Pollution control system present in the exhaust line, which transforms, by reaction with the oxygen present in the gases, the pollutants resulting from combustion into harmless components. It is usually placed not far from the engine, allowing it to quickly reach operating temperature.

However, a few minutes are still necessary before it plays its role. Recently, the catalytic converter has been mandatory on all gasoline engines since 90s and on diesel engines since 2000.

On gasoline cars, three-way catalysts are most often found, capable of transforming three toxic substances, hydrocarbons (HC), carbon monoxide (CO) and nitrogen oxides (NOx). They convert them into water vapour, carbon dioxide (CO2) and nitrogen.

Diesels generally make do with two-way catalysts, which do not deal with nitrogen oxides. To overcome this drawback, some models use NOx/DeNOx catalysts capable of converting NOx. Particle filters are also frequently used to burn the toxic particles emitted by diesel engines.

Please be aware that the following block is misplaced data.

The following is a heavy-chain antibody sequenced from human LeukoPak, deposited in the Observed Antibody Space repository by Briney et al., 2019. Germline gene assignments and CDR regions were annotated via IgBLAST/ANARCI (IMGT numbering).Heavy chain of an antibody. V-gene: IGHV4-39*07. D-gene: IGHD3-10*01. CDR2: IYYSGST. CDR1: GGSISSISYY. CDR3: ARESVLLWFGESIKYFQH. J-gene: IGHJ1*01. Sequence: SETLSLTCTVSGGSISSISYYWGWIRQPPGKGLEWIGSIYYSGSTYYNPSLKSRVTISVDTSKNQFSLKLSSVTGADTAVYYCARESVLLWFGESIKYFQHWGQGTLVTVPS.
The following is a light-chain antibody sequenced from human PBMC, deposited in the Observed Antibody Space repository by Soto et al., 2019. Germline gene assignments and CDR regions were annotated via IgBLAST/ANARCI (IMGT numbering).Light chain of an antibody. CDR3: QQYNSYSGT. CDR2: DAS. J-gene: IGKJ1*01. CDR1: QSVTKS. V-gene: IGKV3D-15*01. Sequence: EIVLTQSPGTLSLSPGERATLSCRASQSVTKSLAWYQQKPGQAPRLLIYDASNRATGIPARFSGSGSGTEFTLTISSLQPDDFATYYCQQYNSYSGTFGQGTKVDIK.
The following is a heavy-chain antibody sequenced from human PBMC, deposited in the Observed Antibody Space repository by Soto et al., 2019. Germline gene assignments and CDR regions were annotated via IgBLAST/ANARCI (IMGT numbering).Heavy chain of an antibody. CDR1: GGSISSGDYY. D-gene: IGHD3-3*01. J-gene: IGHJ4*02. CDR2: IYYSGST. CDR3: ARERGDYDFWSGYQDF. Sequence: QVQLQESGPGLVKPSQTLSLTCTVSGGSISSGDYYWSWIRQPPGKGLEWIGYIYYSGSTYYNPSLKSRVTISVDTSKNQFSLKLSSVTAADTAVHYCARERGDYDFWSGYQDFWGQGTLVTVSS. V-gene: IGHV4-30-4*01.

The catalyst uses a process called catalysis to accelerate the chemical reaction of converting pollutants. It consists of a support, usually ceramic, which has a honeycomb structure made up of multiple channels, in which there are microscopic particles of precious metals (platinum, palladium, etc.). There is also another meaning of catalyst which is used in chemistry.

It is the reaction between these metals and the pollutants that accelerates the transformation of toxic substances. The catalytic converter, on the other hand, requires the use of low-sulphur fuels and unleaded gasoline to preserve its lifespan.

It also required the installation of a lambda sensor, which continuously measures the oxygen level at the engine outlet. A computer is then responsible for adapting the fuel injection into the engine, to obtain the air/fuel mixture that is most conducive to the proper functioning of pollution control.


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